Column originally published in The Daily Record on May 16, 2014
By Donald C. Fry
Democrat and Republican candidates for governor in the June 24 primary elections are trying hard to communicate their commitments to focusing on Maryland’s business climate and to strengthening our state’s competitiveness for private-sector job growth.
All vow to make job creation a high priority. All have something to say about taxes.
This year, “Jobs, Jobs, Jobs” is the name of the campaign song, but the lyrics vary from candidate to candidate.
Candidates’ business-climate strategies range from proposals by two Republican candidates – Harford County Executive David Craig and Charles County business executive Charles Lollar – to eliminate state income taxes entirely to Democratic Delegate Heather Mizeur’s call to increase taxes on large corporations and high earners and use the new revenue for tax relief to middle-income families and small business employers.
In between those contrasting positions, proposals from Democrats include a vow from Lt. Governor Anthony Brown to create a commission to study tax reform and a proposal from Attorney General Doug Gansler to gradually reduce the corporate income tax rate through annual quarter-percent reductions.
Other proposals from Republican gubernatorial candidates include a call from Anne Arundel Delegate and business owner Ron George for a 10 percent across-the-board personal income tax rate reduction and a pledge to “get the government off our backs” from Larry Hogan, an Anne Arundel business owner and a former member of Governor Robert Ehrlich’s cabinet. All Republican candidates vow to repeal the rain tax.
Following are thumbnail summaries, gleaned primarily from websites, of the most visible candidates’ policy positions related to jobs, taxes and other business climate issues.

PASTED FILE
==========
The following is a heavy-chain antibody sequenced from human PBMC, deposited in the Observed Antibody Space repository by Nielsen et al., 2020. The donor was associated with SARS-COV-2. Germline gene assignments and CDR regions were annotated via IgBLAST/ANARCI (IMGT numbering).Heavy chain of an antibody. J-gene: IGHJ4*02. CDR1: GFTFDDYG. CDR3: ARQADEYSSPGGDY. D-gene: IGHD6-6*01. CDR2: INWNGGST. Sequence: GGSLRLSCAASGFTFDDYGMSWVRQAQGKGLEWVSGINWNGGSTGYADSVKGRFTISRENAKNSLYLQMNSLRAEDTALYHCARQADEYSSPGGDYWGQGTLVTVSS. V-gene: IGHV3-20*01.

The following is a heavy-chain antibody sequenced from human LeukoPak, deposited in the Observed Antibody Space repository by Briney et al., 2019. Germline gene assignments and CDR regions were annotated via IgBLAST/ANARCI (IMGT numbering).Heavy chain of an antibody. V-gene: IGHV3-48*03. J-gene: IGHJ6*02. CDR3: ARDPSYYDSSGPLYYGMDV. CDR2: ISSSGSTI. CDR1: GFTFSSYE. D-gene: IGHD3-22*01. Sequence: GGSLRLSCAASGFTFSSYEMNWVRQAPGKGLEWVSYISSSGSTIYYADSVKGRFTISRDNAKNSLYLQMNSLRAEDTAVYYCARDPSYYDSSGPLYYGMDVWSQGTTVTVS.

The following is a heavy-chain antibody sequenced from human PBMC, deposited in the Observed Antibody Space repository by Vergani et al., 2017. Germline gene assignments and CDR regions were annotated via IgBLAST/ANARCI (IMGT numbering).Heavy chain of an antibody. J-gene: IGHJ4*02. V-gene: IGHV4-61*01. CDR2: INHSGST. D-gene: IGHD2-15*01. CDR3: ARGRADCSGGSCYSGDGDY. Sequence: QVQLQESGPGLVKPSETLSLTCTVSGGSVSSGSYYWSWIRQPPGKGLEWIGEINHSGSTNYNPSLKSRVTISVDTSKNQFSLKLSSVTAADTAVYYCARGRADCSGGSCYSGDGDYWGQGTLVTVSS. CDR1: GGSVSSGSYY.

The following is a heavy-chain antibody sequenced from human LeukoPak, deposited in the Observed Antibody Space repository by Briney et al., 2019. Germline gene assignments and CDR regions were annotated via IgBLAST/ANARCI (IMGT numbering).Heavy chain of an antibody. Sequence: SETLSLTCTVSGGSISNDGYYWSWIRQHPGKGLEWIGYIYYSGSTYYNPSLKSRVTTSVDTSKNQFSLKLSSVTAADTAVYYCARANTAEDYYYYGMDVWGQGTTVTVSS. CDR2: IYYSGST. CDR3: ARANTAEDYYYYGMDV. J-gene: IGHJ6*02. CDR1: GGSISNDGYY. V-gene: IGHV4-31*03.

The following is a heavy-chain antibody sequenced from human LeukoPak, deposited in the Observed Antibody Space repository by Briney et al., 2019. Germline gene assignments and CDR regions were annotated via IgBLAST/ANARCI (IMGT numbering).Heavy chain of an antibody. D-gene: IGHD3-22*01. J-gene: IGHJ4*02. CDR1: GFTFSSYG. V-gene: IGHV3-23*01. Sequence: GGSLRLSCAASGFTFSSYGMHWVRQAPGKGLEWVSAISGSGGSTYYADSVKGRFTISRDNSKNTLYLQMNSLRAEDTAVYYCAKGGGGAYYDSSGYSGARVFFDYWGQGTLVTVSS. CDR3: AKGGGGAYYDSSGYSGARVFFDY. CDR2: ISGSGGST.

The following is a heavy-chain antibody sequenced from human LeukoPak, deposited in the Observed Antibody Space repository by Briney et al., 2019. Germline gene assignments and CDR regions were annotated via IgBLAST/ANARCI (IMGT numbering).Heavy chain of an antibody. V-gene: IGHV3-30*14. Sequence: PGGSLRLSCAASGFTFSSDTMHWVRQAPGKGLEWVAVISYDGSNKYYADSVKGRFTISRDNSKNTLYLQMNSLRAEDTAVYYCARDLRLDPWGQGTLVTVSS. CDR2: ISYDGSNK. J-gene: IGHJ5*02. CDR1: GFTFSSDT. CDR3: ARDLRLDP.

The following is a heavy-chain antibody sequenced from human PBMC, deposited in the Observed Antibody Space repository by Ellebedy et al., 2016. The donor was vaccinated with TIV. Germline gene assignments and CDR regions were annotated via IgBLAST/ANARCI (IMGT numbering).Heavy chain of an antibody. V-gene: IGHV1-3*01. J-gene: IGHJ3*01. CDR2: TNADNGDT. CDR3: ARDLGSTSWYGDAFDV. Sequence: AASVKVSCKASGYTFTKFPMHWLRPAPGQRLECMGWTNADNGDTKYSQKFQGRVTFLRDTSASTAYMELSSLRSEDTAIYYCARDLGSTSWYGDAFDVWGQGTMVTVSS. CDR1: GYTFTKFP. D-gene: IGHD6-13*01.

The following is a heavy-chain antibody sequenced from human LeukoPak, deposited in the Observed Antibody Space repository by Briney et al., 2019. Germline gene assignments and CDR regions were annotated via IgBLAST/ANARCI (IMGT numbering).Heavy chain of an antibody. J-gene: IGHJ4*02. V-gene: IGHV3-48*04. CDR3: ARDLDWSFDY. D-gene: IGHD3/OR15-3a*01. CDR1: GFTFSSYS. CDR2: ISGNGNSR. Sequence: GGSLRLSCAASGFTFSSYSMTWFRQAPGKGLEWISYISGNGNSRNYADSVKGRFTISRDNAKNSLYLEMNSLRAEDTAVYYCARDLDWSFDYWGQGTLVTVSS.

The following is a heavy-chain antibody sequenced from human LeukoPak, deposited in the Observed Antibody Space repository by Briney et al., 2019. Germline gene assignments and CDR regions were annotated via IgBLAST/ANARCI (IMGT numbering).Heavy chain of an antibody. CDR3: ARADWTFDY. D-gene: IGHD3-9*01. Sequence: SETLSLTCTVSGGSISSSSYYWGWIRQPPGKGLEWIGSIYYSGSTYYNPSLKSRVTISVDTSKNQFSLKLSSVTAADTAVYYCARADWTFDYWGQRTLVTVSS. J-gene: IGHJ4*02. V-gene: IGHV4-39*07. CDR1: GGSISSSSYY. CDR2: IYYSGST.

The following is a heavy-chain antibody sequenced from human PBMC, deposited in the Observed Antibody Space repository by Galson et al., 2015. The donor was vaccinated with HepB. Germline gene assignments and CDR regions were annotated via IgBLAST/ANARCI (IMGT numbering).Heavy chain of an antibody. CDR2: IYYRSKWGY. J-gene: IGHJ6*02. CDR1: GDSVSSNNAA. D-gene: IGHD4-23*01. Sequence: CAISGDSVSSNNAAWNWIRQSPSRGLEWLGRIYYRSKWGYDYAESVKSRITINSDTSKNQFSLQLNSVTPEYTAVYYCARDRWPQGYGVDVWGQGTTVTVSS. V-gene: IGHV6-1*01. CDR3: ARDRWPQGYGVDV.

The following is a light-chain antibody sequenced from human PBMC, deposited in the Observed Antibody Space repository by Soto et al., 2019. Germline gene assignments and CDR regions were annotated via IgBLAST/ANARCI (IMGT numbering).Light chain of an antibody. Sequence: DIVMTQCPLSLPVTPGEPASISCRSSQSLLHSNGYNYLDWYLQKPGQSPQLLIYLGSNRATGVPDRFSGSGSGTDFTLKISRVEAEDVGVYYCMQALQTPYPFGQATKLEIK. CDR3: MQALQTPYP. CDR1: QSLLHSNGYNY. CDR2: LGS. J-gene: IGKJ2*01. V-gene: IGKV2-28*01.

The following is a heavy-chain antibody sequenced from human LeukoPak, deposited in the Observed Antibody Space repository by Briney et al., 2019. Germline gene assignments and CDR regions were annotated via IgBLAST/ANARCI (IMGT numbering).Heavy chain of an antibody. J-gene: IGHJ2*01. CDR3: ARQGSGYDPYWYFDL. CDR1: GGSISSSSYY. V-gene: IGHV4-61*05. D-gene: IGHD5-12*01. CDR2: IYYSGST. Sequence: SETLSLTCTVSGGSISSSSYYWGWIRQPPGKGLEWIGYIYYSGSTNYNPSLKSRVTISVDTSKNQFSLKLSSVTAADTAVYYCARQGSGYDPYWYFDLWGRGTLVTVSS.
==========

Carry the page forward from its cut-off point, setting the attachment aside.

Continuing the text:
- Anthony Brown. In pledging to convene a tax reform commission, Brown envisions “no new taxes” but does not support “giveaway” corporate income tax breaks. He proposes to generate jobs through state infrastructure projects including light rail in Baltimore and the D.C. regions and improvements to the port and airport. Other proposals include a focus on STEM education, creating a center to connect employers to skilled workers, investing in “apprentice academies,” and creating new funding initiatives such as an infrastructure bank and small business loan funds.
- Doug Gansler. Gansler’s plan pledges to “hold the line on tax increases” but close tax “loopholes” for large companies and to implement spending reforms designed to save an estimated $1.5 billion. He proposes to gradually reduce Maryland’s 8.25 corporate income tax rate to 6 percent, equaling Virginia’s rate. Other proposals include job-creation tax incentives for small businesses, discounted college tuition for degree programs in high-demand occupations, establishing a “robust” technical apprenticeship program and accelerating Maryland’s schedule for increasing the minimum wage.